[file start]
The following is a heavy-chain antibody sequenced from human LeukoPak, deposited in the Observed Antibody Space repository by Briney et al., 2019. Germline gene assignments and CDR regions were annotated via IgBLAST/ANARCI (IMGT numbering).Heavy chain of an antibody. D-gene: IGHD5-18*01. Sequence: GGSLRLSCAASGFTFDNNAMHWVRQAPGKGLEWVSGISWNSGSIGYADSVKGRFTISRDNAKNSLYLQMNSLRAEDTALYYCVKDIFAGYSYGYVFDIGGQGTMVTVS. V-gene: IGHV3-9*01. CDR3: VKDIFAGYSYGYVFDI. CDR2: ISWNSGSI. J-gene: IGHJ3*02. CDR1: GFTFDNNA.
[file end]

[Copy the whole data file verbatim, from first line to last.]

The following is a heavy-chain antibody sequenced from human LeukoPak, deposited in the Observed Antibody Space repository by Briney et al., 2019. Germline gene assignments and CDR regions were annotated via IgBLAST/ANARCI (IMGT numbering).Heavy chain of an antibody. D-gene: IGHD5-18*01. Sequence: GGSLRLSCAASGFTFDNNAMHWVRQAPGKGLEWVSGISWNSGSIGYADSVKGRFTISRDNAKNSLYLQMNSLRAEDTALYYCVKDIFAGYSYGYVFDIGGQGTMVTVS. V-gene: IGHV3-9*01. CDR3: VKDIFAGYSYGYVFDI. CDR2: ISWNSGSI. J-gene: IGHJ3*02. CDR1: GFTFDNNA.